At Lincoln Loop, we're big believers in Getting Real. The second chapter discusses the importance of picking a fight and Having an Enemy. Perhaps surprisingly, one of our early enemies was in fact, Basecamp, 37signals' flagship product. While it may be a great project management tool, we found it failed for us as a discussion tool. It inspired us to build something better.
Recently, they've been making their internal Basecamp projects public, so we decided to poke around and see how Ginger could improve their discussions. We chose this discussion. It's a typical discussion of the, "I did this. What do you think?" variety. Here's an example of what that discussion might look like in Ginger (click to enlarge).
The first thing I noticed was how many people were simply saying, "good job" or more succinctly, "+1". It detracts from some real discussion that happens later on in the thread and probably resulted in a bunch of extra email noise for everyone involved (see "Notifications" below).
In Ginger, we solve this problem with voting. Like what you see? Simply click to show your approval. You don't need to worry about coming up with some witty response or contribute to flooding everyone's inbox with "me too" type messages.
The Basecamp discussion actually contains two side-discussions inside it. It's hard to see at first glance and almost impossible to contribute to unless you can do it immediately as they are happening. Once the discussion has shifted gears, it's hard for others to know who you are responding to. You'll see name mentions and blockquotes from the original message, but they break the flow of the conversation and make it difficult to read.
Ginger has a simple fix, threading. Threading makes it clear who and what you are responding to. More importantly, it lets people contribute to any part of the conversation at any time without detracting from the readability. This is great for working with people in different timezones. It also gives people permission to close Ginger and focus on work. They know they'll be able to contribute when they're ready.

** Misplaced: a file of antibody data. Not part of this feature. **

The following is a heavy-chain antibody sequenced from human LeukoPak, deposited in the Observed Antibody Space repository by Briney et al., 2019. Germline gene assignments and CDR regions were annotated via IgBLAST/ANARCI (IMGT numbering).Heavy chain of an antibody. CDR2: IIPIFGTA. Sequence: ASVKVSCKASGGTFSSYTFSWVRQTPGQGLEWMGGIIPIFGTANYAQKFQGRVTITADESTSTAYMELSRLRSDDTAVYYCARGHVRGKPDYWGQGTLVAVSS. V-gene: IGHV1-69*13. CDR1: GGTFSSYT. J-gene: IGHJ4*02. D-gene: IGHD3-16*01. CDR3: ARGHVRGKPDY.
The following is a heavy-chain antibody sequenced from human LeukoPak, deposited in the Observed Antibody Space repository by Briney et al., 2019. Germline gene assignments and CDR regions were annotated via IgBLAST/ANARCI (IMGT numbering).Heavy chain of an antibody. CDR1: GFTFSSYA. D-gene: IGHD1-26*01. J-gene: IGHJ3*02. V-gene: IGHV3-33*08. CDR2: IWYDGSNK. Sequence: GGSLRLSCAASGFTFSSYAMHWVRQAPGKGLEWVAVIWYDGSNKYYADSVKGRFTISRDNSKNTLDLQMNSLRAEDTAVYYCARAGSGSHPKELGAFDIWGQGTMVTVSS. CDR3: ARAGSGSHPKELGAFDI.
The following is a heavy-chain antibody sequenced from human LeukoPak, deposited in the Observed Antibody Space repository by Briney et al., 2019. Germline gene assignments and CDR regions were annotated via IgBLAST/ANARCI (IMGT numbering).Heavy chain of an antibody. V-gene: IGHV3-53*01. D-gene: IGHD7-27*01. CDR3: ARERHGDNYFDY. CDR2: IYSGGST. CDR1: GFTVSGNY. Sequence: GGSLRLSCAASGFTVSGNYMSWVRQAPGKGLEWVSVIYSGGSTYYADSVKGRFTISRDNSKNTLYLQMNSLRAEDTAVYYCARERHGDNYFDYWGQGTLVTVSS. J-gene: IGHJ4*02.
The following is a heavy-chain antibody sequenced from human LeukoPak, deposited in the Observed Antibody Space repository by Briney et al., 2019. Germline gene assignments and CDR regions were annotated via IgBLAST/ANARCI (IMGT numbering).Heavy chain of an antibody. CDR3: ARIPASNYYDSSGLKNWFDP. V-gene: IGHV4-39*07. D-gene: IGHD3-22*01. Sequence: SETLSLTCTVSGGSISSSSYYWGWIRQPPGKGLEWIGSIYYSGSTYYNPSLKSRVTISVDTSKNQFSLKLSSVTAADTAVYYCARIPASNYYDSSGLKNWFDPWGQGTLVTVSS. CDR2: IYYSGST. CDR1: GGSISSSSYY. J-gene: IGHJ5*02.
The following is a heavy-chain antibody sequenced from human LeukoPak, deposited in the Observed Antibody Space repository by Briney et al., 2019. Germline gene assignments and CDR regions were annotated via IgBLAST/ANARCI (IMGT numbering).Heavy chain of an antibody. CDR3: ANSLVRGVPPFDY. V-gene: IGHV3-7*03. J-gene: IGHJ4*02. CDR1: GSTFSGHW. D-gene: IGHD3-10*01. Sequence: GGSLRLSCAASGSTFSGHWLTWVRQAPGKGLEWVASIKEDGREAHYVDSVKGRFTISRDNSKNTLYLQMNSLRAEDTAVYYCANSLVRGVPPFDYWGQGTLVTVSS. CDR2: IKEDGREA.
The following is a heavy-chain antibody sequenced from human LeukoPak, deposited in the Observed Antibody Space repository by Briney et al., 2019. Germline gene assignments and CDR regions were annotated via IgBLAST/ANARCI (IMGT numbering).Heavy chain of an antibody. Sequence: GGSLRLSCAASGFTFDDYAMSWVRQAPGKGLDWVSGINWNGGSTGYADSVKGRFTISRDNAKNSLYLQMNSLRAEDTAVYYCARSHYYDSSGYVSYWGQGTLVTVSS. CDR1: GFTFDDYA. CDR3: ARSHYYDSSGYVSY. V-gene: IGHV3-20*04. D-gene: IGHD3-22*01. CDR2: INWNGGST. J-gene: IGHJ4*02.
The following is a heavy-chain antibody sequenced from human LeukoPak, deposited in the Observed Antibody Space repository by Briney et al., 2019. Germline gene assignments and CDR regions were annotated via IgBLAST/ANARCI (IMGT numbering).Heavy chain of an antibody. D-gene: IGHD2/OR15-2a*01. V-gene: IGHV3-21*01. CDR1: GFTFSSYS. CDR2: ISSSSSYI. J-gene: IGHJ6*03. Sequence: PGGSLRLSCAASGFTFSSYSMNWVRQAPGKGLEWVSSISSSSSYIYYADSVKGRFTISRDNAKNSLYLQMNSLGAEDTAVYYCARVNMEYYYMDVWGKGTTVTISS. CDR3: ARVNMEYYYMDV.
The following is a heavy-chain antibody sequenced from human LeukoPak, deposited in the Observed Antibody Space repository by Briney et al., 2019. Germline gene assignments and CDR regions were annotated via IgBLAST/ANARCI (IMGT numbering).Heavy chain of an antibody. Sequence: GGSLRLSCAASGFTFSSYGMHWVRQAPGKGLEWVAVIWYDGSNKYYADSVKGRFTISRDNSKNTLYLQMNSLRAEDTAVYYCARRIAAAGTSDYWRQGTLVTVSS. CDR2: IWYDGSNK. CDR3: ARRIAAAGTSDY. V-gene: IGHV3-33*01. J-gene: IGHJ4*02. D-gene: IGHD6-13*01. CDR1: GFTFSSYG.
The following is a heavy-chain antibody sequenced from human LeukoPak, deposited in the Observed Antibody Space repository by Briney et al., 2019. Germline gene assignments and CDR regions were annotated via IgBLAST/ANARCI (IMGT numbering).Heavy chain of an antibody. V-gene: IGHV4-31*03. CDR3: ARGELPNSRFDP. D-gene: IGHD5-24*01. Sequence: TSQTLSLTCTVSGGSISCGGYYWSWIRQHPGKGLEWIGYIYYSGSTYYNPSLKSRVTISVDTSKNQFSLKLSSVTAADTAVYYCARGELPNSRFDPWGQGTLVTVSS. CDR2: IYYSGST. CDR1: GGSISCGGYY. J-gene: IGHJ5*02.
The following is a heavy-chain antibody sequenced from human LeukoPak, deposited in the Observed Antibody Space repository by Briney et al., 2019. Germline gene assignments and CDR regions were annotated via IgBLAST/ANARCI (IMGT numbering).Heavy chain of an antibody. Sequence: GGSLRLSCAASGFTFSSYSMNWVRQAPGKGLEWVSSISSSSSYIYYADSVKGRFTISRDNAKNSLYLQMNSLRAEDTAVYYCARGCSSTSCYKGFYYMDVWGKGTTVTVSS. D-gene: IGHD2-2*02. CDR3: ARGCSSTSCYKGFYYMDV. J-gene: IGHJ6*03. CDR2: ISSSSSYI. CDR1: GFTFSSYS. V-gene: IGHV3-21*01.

Towards the end of the discussion, a few people discuss measuring the processing time of the export feature. It's a tangent that only a few of the more technical folks in the discussion need to take part in. For everyone else, it just serves as extra noise.
In Ginger, when you want to take a discussion in a different direction, you can fork it. Forking is a feature unique to Ginger that lets you spin-off side-discussions while maintaining the focus of the original discussion. Their fork might look like this:
By my calculations, this one discussion generated 806 emails within 37signals (31 people notified
X 26 comments). If it takes 30 seconds for each one of those emails to be processed, that's almost 7 hours dealing with the emails sent on this conversation. If people are context switching (getting out of the flow) to read those emails, it's even worse.
Ginger respects your inbox, letting you customize your notification schedule for each team you belong to. The default is to only be notified once a day of any new activity. For teams that you want to keep an eye on, but not be distracted by, you can turn off notifications altogether.
We think Ginger is a marked improvement over what Basecamp messages have to offer. If you agree or you're frustrated with your teams inability to communicate efficiently, consider taking us up on our 30 day free trial.